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Going Into The Whole World...“Digitally”

In keeping with its stated mission “to press forth the claims of Christ’s ... Lordship ... over every sphere and aspect of society,” the Reformed Bible Church has harnessed twenty-first century technology to the service of Christ’s Kingdom.

Lee Duigon
  • Lee Duigon,
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In keeping with its stated mission “to press forth the claims of Christ’s ... Lordship ... over every sphere and aspect of society,” the Reformed Bible Church has harnessed twenty-first century technology to the service of Christ’s Kingdom.

The church’s “IT guys” have made it possible for anyone, via the Internet, to watch its Sunday services, hear Pastor Paul Raymond’s sermons, and sit in on its Bible study sessions. But it wasn’t easy.

Setting Up

“It was around January of 2005 that Pastor Paul approached me about ‘streaming’ our Lord’s Day services ‘live’ on the Internet so our New York congregation could watch them,” said Michael Hyland, a computer expert who was given the job of making it happen. “Up until then, I’d been using a tiny, crude closet in the back of the sanctuary for taping our sermons on an ancient 8mm camera, which was fed into a VCR. When I accumulated three or four Bible studies and sermons, I would send the VHS tapes to our congregation in New York for their viewing. I think we were doing it this way for two or three years.”

Looking for a better way, Pastor Raymond learned that his sermons could be made available live on the Internet by submitting them to, a new company founded for that purpose. Many churches have signed up with SermonAudio.

“They’re fairly strict about who they allow to use their service,” Hyland said. “All potential subscribers are required to fill out an application and must fully adhere to the site’s Articles of Faith.”

Hyland provided a sample of SermonAudio’s faith statement: embraces the historic Protestant faith and is not open to the dissemination of such ... views as extra-Scriptural revelations, tongues, healing, women pastors/preachers/elders, etc.”

To set up technologically, Hyland first had to rebuild one of his homemade computers to convert it to “heavy multimedia chores.” The church had to buy a new digital video camera, build a new room to serve as a “broadcast studio,” and then send the pastor and his brother-in-law to New York to set up the proper equipment there.

When they started broadcasting last February, they were plagued with a host of technical glitches, which had to be corrected. With help from SermonAudio, Hyland had to reinstall everything from scratch. Even then, transmission was spotty until a new, multi-million-dollar Internet service provider took over the market in central Virginia.

Now, Hyland said, “we can offer virtually error-free transmissions.”

How to Listen In

The live broadcasts are on the air Sundays: the full church service at 10:00 a.m., Bible study at 11:15 a.m., and a condensed version of the service at 2:00 p.m.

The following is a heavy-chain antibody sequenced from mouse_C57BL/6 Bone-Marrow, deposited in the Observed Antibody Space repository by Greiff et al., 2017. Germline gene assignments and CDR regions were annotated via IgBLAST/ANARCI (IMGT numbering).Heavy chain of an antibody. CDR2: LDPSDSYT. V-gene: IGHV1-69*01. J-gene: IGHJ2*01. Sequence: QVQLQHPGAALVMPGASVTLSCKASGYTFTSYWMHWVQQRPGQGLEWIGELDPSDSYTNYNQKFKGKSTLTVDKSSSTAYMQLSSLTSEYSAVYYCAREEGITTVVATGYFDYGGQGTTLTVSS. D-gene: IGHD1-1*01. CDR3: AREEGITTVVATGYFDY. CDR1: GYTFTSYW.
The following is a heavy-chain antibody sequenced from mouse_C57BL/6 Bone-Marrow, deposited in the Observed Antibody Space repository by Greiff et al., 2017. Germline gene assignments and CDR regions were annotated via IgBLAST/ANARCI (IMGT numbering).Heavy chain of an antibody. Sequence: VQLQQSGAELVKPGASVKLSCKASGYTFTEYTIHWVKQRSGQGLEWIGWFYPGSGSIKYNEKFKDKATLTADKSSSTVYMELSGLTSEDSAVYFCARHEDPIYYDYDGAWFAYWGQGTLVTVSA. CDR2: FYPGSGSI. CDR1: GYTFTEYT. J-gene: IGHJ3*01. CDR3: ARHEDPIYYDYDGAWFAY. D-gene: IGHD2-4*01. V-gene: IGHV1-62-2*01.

To listen live at the scheduled time, the Internet user must go to and click the red “on air” button at the top of the site’s first page. This will yield a menu of all churches broadcasting at the moment.

Next, click the “on air” button for the Reformed Bible Church, Central Virginia, and follow the instructions on your Windows Media Player. The quality of the broadcast you receive will depend on the speed of your own Internet connection: the higher, the better.

During the week, one can listen to Pastor Raymond’s sermons by going to the Reformed Bible Church’s website, This site offers a menu of recent sermons. You can listen to any sermon you select.

“It’s really great for shut-ins,” Pastor Raymond said, “or for anyone else who was unable to go to church that Sunday.”

Sermons Plus

“Statistics are provided to subscribers for every broadcast [at], and you can view historical status going back as far as you need,” Hyland said. “We usually experience fifteen to twenty listeners per service, from as far away as South Africa and British Columbia. There’s no way to determine how many souls may be watching the broadcast from each of those computers.”

Hyland went on to list some of the other options available to visitors.

“You can add (and delete) sermons, Bible studies, devotions, and other audio files, which anyone can download for free,” he said. “All are in MP3 format. Submitting them is as easy as clicking a button, pointing or clicking to an audio file on your hard drive, and clicking another button or two to send it to your SermonAudio site.

“Pastor Paul has posted several tracts from Reformers of old, such as Jonathan Edwards, which have been recorded by elders in our church and friends of the pastor’s. I’ve noted that there have been 46,450 downloads of Edwards’ ‘Sinners in the Hands of an Angry God’ alone, and a grand total of 92,294 downloads combined.

“Plus, there are areas where visitors to the site can post comments about a sermon they’ve listened to.”

Despite all these technological achievements, the RBC’s Internet ministry still has much to do.

“My next assignment,” Hyland said, “is to set up a ‘Podcast’ stream so folks can listen to us on their iPods and other portable MP3 audio/video devices. Stay tuned as I travel down my next learning curve!”

Lee Duigon
  • Lee Duigon

Lee is the author of the Bell Mountain Series of novels and a contributing editor for our Faith for All of Life magazine. Lee provides commentary on cultural trends and relevant issues to Christians, along with providing cogent book and media reviews.

Lee has his own blog at

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